Plastic Pollution
July 22 2017

THINK GLOBALLY…for a Plastic Free Future

by Angela Howe

We know that 8.3 billion tons of plastic have been produced, and that half of that material has been made in just the past 13 years, yet the recycling rate is under 10% in the United States. So what is happening internationally to work on this major problem of marine plastic pollution? In the past year and a half, a global movement has emerged called Break Free From Plastic.  Ninety participants from 25 countries met in Legian, Bali this week to discuss how we can implement the Tagatay principles that were coined in 2016.  This movement envisions a future free from plastic, with an abundance of life, not an abundance of plastic. The Break Free From Plastic movement  launched publicly in September and now 800 groups globally are signed on to the platform, and it is growing.

The top strategies of this movement focus on changing corporate and industry behavior, zero waste cities and the circular economy, and changing the dominant narrative around plastic pollution.  For the narrative, we are trying to break away from the story that “plastic waste is a problem of the global south” when it’s actually a problem created by the most consuming nations in the north.  There are also many incredible zero waste change makers in Asia and the South Pacific, which have dramatically helped prevent marine litter.  There are a number of other tactics that fit into these overarching strategies, including Surfrider Foundation’s work on plastic pollution ordinances/legislation and our Ocean Friendly Restaurants program.  We are looking forward to plugging into the movement throughout the next year and beyond.

Some other international efforts linked to the Break Free From Plastic movement include:

  • Rethink Plastics work in Europe – This Alliance in Europe is working on changing the policies surrounding single-use plastics, including the country-specific implementations of bag ban laws.
  • Manila Bay Coastal Clean Up – Described as the “mother of all clean ups”, this event is focused on cleaning up Manila Bay, Philippines from September 8th and throughout the next 4 weeks of that month.  It will engage 1500 to 2000 people to help with the work, as well as professional excavators.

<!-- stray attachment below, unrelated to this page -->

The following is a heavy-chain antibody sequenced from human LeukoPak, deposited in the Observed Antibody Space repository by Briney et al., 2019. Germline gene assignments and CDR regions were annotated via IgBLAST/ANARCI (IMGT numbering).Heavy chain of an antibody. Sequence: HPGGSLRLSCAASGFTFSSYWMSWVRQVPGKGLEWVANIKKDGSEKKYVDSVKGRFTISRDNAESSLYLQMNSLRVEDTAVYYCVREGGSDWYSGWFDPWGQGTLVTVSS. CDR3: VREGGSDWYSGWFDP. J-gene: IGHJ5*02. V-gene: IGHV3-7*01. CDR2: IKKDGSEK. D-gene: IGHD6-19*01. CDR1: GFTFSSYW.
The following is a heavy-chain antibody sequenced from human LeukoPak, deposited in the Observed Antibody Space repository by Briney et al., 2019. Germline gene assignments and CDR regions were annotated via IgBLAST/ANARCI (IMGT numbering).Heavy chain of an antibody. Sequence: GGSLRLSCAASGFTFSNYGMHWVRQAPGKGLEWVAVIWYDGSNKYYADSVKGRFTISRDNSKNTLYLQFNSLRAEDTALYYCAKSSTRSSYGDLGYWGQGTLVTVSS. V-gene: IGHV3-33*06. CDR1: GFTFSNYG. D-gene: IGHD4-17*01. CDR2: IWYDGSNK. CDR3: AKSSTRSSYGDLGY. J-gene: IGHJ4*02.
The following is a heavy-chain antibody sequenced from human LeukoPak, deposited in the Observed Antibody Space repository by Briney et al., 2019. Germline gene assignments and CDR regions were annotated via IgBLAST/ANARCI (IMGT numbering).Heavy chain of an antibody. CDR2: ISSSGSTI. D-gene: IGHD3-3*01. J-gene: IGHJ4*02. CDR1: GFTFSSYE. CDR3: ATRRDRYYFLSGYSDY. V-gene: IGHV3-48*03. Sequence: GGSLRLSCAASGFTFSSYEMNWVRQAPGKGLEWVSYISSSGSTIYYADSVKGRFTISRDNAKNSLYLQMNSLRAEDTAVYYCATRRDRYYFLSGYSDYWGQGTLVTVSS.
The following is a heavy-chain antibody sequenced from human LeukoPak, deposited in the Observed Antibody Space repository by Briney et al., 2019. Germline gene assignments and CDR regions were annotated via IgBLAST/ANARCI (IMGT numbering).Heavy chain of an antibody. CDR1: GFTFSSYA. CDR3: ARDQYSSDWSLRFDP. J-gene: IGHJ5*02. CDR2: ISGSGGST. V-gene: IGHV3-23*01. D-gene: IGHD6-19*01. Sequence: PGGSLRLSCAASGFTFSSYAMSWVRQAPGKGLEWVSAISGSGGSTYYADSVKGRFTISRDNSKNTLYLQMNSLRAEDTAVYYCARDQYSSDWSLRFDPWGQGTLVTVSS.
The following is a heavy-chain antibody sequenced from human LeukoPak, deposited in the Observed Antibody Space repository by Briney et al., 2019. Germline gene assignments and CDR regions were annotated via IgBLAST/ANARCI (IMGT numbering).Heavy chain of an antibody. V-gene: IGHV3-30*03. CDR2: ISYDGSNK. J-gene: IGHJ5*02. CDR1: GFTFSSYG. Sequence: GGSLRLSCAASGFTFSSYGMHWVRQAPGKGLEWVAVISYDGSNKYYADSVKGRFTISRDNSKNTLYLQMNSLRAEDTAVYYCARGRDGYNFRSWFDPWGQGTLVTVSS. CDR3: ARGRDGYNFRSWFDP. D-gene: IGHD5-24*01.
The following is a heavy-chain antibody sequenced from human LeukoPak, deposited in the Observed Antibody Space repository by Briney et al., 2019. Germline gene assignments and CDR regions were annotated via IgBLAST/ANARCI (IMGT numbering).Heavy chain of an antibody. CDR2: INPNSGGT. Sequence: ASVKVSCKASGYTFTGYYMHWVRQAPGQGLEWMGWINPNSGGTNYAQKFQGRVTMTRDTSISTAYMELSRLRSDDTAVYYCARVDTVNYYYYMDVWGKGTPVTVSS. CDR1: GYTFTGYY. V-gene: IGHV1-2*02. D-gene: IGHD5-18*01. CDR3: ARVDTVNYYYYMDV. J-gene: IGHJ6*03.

• Indonesia Refill Systems Modeling – Single-use sachets are a major issue in Southeast Asia, with many personal care products and food items apportioned in single-serving packets.  There is an emerging effort to allow for a major change in the culture through promoting refill shops that will hopefully spread throughout Indonesia.
  • Plastic Pollution Ship Tours - In many regions of the world, Greenpeace will also be offering ship tours focusing on education in ocean plastics, scheduled for the Mediterranean, East Asia and Russia in the next year.

In the next few months, here are some events to look forward to on the global stage: International Coastal Clean Up Day on September 16th, Our Ocean Conerence in Malta in October, and International Zero Waste month in January 2018, and the Sixth International Marine Debris Conference in San Diego in March 2018.

The movement to combat plastic pollution is growing and has become more international and more coordinated than ever before.  If you would like to help make a change globally, act locally through your local Surfrider Chapter’s Rise Above Plastics work.  You can also stay connected to @Surfrider for more information from the Break Free movement as well.